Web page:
Earle V. Roberts (Republican Party): Roberts is a late addition to the ballot after the previous candidate dropped out a few months ago. Roberts hopes to reform public campaign financing, arguing that candidates who support lowering taxpayers dollars should not be using tax dollars toward their campaigns. Previously, Roberts served on the Middletown common council and the South Fire District board.
Joseph Serra (Democratic Party): Serra has represented the 33rd District in the General Assembly since 1992. In September, he was represented with the 2014 Citation for Exemplary Service to Public Works Award by the American Public Works Association. Serra has helped create several initiatives to improve public infrastructure in Connecticut, including a major piece of legislation that replaced the bridge on the Middletown/Cromwell town line with a four-lane road.
Linda Szynkowicz (Republican Party): Szynkowicz plans to lower taxes in order to increase revenue and eliminate welfare. According to Szynkowicz’s website, “The Welfare program was put in place years ago as a temporary way to help those until they got back on their feet. It was not meant to be a life time occupation.” Szynkowicz plans to offer senior citizens discounts on cable services and has proposed the “What’s up Doc Bill?” (sic), which would halve the cost of a patient’s doctor’s office visit if he or she must wait an hour and eliminate the charge completely if that wait is more than half an hour. Szynkowicz also considers Connecticut’s newest gun law “a knee jerk reaction” and plans to repeal it if elected.
Secretary of the State:
Denise Merrill (Democratic Party): Merrill is the incumbent Secretary of the State. Her major goals have been to support small businesses through the use of cutting-edge technology and to modernize elections by establishing online voter registration.
Peter Lumaj (Republican Party): Lumaj plans to facilitate close communication between state and local governments and to eliminate taxes that may be harmful to small businesses. He also intends to implement a policy that would require voters to present a voter ID at elections.
Mike DeRosa (Green Party): DeRosa is the founder of the organization V.O.T.E.R., which played a major role in passing a legislation that requires electronic voting machines to print paper copies of votes in order to prevent voter fraud.
Denise L. Nappier (Democratic Party): Nappier is the incumbent State Treasurer and the first African-American woman to be elected to a statewide office in Connecticut. Under Nappier’s legislation, the Treasury’s Short-Term Investment Fund has earned the state government, local governments, and taxpayers $189 million.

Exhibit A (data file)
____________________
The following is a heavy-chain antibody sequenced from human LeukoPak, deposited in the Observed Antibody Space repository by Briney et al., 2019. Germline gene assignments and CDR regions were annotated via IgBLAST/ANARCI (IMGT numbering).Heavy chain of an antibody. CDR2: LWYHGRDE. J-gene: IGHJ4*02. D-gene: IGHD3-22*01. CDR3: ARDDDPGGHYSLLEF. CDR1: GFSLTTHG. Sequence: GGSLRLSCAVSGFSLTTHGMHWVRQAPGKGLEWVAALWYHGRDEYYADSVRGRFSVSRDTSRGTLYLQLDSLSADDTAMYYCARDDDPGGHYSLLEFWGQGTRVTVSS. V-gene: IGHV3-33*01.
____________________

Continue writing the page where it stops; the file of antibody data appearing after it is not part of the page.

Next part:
Timothy M. Herbst (Republican Party): Herbst currently serves as First Selectman of the Town of Trumbull. Herbst plans to lower taxes and believes that the tax increases that Connecticut has undergone recently are unsustainable. If elected, Herbst would request to be placed in a less powerful position than Nappier has occupied in order to decrease the risk of misguided investment and fiscal decisions.
Kevin Lembo (Democratic Party): Comptroller Lembo has worked to expand quality healthcare and reduce the cost of medical services. His initiative “Open Connecticut” increased the transparency of Connecticut’s financial data.
Sharon J. McLaughlin (Republican Party): McLaughlin is currently in her third term as Secretary of the Ellington Republican Town Committee and Treasurer of the Ellington Congregational Church. She intends to focus on the accounting element of the position, looking to cut waste.
Rolf W. Maurer (Green Party): Maurer is the Co-Chair of the Green Party of Connecticut. He hopes to reform Connecticut’s finance system in a way that focuses on “local- and publicly-managed approaches” for stimulating the economy. He also prioritizes altering the economic infrastructure to rely heavily on the production of hemp.
George Jepsen (Democratic Party): Incumbent Jepsen is finishing up his first term as Attorney General and focuses on pushing accountability in the financial crisis, protecting homeowners, and investigating breaches of data security.